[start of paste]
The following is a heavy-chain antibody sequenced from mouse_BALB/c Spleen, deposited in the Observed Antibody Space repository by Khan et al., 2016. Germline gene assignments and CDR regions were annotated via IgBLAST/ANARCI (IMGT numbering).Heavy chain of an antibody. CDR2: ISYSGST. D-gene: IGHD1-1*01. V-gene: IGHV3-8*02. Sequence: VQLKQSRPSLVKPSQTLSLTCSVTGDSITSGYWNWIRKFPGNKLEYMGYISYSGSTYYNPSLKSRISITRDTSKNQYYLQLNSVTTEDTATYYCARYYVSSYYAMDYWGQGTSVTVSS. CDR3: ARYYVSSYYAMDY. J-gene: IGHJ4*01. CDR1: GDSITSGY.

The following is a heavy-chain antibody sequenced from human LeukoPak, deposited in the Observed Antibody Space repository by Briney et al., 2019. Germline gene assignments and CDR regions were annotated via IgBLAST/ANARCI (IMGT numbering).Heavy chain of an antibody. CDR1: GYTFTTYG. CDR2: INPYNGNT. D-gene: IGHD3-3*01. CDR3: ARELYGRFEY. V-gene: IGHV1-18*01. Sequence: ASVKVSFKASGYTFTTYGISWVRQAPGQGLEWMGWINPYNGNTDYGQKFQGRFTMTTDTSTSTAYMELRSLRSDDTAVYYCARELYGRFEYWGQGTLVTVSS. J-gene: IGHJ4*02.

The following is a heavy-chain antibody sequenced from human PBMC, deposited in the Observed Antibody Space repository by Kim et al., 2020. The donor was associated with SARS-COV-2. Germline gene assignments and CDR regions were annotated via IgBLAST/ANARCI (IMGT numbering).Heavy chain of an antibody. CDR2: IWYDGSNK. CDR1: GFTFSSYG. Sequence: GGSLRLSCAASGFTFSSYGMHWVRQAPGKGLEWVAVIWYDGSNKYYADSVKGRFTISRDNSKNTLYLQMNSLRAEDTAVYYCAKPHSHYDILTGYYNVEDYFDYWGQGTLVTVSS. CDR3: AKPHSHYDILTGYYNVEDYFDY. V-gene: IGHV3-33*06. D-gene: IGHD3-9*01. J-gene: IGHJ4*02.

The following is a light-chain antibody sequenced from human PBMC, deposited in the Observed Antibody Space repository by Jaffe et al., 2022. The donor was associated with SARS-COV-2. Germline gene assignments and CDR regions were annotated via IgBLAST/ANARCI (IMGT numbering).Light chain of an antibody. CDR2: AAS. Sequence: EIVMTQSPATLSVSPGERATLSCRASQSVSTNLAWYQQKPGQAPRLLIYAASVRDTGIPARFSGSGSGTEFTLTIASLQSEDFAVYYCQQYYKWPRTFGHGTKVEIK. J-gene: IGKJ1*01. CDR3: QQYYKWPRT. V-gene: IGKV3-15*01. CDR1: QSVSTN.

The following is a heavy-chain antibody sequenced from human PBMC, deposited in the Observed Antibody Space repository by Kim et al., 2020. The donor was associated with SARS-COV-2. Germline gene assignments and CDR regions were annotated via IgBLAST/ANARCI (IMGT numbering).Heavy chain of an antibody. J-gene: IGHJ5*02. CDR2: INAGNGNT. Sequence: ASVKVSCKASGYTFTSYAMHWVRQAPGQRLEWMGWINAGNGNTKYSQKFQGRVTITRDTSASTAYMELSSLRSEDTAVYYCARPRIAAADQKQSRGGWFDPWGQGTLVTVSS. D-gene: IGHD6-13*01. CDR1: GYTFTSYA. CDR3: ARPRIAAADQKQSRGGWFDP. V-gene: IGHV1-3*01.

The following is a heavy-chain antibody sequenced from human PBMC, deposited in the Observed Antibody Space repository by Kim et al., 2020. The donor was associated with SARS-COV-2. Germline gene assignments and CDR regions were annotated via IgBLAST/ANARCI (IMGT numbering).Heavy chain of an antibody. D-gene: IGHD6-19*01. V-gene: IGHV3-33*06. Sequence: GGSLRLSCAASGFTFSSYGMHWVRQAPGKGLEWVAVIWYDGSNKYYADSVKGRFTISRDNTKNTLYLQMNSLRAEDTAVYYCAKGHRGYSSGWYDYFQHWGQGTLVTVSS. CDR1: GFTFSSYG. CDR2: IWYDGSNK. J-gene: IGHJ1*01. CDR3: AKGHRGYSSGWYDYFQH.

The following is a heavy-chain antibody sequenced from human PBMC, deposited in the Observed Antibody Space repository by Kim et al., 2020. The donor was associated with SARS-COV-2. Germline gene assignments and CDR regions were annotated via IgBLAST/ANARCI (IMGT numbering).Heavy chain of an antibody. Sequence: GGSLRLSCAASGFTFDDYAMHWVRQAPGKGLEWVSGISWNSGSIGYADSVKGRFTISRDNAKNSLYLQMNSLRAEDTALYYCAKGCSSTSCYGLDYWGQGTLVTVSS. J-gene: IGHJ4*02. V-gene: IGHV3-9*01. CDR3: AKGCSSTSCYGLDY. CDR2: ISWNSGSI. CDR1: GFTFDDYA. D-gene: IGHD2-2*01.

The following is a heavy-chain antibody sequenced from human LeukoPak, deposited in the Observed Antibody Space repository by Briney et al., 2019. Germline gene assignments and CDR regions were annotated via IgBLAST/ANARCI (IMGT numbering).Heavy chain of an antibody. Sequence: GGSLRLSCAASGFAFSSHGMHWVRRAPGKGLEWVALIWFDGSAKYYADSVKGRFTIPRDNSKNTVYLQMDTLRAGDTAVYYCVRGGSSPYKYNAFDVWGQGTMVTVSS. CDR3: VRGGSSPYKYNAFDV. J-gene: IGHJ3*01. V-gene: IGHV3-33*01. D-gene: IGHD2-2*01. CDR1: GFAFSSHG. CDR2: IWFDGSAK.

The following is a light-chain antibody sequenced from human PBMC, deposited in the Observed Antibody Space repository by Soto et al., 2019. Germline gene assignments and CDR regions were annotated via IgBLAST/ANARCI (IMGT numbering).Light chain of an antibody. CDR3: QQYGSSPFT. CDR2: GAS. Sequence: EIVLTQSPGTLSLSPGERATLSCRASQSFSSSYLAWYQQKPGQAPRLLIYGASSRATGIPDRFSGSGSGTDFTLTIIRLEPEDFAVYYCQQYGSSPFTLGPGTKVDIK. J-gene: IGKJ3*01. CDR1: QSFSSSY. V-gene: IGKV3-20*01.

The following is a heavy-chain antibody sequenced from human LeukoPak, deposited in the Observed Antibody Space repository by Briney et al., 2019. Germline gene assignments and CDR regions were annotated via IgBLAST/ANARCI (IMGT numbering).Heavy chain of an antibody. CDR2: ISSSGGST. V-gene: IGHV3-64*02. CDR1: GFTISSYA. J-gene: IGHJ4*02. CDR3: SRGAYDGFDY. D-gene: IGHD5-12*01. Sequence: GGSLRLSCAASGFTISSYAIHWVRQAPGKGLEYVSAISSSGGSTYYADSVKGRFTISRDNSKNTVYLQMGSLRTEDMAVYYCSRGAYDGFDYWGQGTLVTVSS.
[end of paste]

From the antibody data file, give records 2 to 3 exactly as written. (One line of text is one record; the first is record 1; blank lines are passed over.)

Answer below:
The following is a heavy-chain antibody sequenced from human LeukoPak, deposited in the Observed Antibody Space repository by Briney et al., 2019. Germline gene assignments and CDR regions were annotated via IgBLAST/ANARCI (IMGT numbering).Heavy chain of an antibody. CDR1: GYTFTTYG. CDR2: INPYNGNT. D-gene: IGHD3-3*01. CDR3: ARELYGRFEY. V-gene: IGHV1-18*01. Sequence: ASVKVSFKASGYTFTTYGISWVRQAPGQGLEWMGWINPYNGNTDYGQKFQGRFTMTTDTSTSTAYMELRSLRSDDTAVYYCARELYGRFEYWGQGTLVTVSS. J-gene: IGHJ4*02.

The following is a heavy-chain antibody sequenced from human PBMC, deposited in the Observed Antibody Space repository by Kim et al., 2020. The donor was associated with SARS-COV-2. Germline gene assignments and CDR regions were annotated via IgBLAST/ANARCI (IMGT numbering).Heavy chain of an antibody. CDR2: IWYDGSNK. CDR1: GFTFSSYG. Sequence: GGSLRLSCAASGFTFSSYGMHWVRQAPGKGLEWVAVIWYDGSNKYYADSVKGRFTISRDNSKNTLYLQMNSLRAEDTAVYYCAKPHSHYDILTGYYNVEDYFDYWGQGTLVTVSS. CDR3: AKPHSHYDILTGYYNVEDYFDY. V-gene: IGHV3-33*06. D-gene: IGHD3-9*01. J-gene: IGHJ4*02.